The law since 1999 had been that the test was the broader test in 2. After the House of Lords decision in this case this week, it is now the test in 1. This is very important for employers because it is central to the disability discrimination test applied when an employee has their employment terminated after long-term ill health absence. If all employees with the same length of absence and future prognosis are dismissed, whether they have a disability or not, that is now not less favourable treatment under the Disability Discrimination Act (when it would have been before this decision). That means such decisions to terminate do not have to be considered by a Tribunal on the difficult test of "justification", they are simply not disability discrimination at all.

However, it is vital to remember that:-

  • Unfair dismissal law still applies, meaning their incapability to do the role must be fairly established; tribunals are still very sympathetic to employees in these circumstances;
  • Employers are still under a duty to make reasonable adjustments under the Disability Discrimination Act, so prior to dismissal must exhaustively explore alternative ways of the individual returning to work including adjusting their role, providing training and moving them to alternative vacancies.

New Equality Law will introduce powerful Equal Pay rules

The big news this month has been the further release of information from the Government about proposals for a new equality law. And as reported in our June update, the Minister is taking the opportunity to create what is effectively a "one stop shop" law covering all the equality statutes. Indeed the Equality Bill is set to ‘declutter’ discrimination law, creating a “single statute to replace the complex web of legislation over the years” and will be written in plain English so that those who need to comply with it “can see the wood for the trees”. But the new law will take the country into new equal pay waters, including:-

  • More openness when it comes to what staff are paid, so that gender pay gaps do not remain hidden:

Followed by five new measures to help shrink the gender pay gap in the private sector:-

  1. By outlawing clauses in employment contracts, which prohibit employees disclosing their pay to each other;
  2. By considering how public procurement can be used to deliver change;
  3. By providing for an Employment Tribunal to be able to make a recommendation applying not just to the successful complainant but to everyone in the workplace;
  4. By having the Equalities and Human Rights Commission conduct inquiries under its legal powers into sectors where most progress needs to be made, starting with the financial services sector; and
  5. By creating a new kite-mark system to challenge companies to report on equality.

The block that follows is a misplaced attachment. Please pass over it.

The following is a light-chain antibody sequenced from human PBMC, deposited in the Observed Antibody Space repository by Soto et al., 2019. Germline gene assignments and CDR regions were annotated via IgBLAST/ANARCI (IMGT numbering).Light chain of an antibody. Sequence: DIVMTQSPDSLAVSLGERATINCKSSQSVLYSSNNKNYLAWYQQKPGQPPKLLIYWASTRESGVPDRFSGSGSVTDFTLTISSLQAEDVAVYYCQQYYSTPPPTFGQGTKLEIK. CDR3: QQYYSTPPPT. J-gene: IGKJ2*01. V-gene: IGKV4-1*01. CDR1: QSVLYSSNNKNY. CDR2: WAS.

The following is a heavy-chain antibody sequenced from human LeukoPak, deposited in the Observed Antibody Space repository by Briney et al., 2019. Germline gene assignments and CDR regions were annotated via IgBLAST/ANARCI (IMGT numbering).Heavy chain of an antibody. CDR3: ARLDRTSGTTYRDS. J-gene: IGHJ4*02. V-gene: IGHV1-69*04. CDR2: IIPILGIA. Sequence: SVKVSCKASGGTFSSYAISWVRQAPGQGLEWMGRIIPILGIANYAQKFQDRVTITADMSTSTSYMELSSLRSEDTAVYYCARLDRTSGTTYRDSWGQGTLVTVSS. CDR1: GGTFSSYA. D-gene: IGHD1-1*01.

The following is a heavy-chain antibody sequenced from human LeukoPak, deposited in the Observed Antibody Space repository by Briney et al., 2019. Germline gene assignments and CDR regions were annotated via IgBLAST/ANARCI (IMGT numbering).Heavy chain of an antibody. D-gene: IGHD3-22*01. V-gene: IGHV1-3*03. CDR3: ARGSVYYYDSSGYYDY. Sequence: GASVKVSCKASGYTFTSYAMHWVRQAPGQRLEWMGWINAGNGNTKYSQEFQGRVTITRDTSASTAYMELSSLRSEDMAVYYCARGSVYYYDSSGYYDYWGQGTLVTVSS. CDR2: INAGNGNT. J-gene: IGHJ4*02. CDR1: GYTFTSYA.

6. And the measure that is already causing controversy is the plan to give more scope for employers to choose a woman or a black or Asian person ahead of other candidates if the skill sets are identical. More guidance is to be issued by the Government on this plan. We will keep you posted.

    New Guidance for the Health and Safety of Migrant Workers

    A new webpage from the Health and Safety Executive (HSE) provides advice for the employers of migrant workers. A TUC safety leaflet, published with HSE and translated into 19 different languages, is an attempt to improve safety awareness for this growing segment of the UK workforce. The leaflets are in Albanian, Arabic, Bengali, Chinese, Czech, Greek, Gujarati, Pashto, Portuguese, Polish, Punjabi, Romanian, Russian, Slovak, Spanish, Tamil, Turkish, Ukrainian and Welsh, as well as English. HSE's online guidance targets employers, employment agencies, employment businesses, gang masters and other labour providers and spells out their responsibilities under health and safety law towards migrant workers. Further details are available from the Health and Safety Executive.

    And reporting of accidents guidance changes for all workers - Trafford Centre restaurant and B & Q pay the price

    The HSE has just revised its guidance on the Reporting of Diseases and Dangerous Occurrences Regulations 1995 (RIDDOR) to take account of minor legal amendments elsewhere and to remind employers that the easiest way to report an incident is to use the Incident Contact Centre (ICC) on 0845 300 99 23 (local rate). RIDDOR places a legal duty on:

    • Employers;
    • Self-employed people;
    • People in control of premises;

    To report work-related deaths, major injuries or over-three-day injuries, work related diseases and dangerous occurrences (near miss accidents). We can supply you with a short summary of the new RIDDOR rules or again do contact the Health and Safety Executive.

    Having good processes in place is useless if they are not implemented!

    Restaurant prosecution

    A Manchester restaurant owner has been prosecuted after a horrific accident in which a chef's foot was severely burned by hot oil. At the restaurant in the Trafford Centre, the chef was standing on greasy kitchen equipment to clean a canopy, when he slipped and plunged his foot into hot cooking oil. The owners admitted to four health and safety offences at Trafford Magistrates’ Court and were convicted for not having a safe system of work for cleaning equipment at high level, using defective ladders and kick stools to carry out cleaning and not having properly assessed the risks before allowing the work to go ahead. The company was fined £11,500 and ordered to pay £3,084 in costs.

    B and Q Prosecution

    DIY chain, B&Q, has been fined £10,000 after a serious accident in which a wall mounted display fell onto a 12-year old boy in a Nottingham store. During the prosecution, the magistrates said that B&Q had a wealth of good processes in place but if they were not implemented then they might as well not be there. In this case, proper actions were not taken and proper checks were not undertaken. The boy was trapped by a 260kg display unit while he was looking at kitchen display units with his father last June. He was shocked and bruised but thankfully not seriously hurt - amazing since it took four people to lift the unit from the boy to allow him to crawl free. The investigation revealed that the unit had not been installed in accordance with the manufacturer's instructions. It had only four screws holding it to an adjacent cupboard, was installed over a change in floor level and protruded into an aisle used by forklift trucks. During the six months it was in store it had been hit at least twice by the trucks and moved out of place. On both occasions staff had pushed it back into position but the screws had sheared off so that the unit was effectively free standing.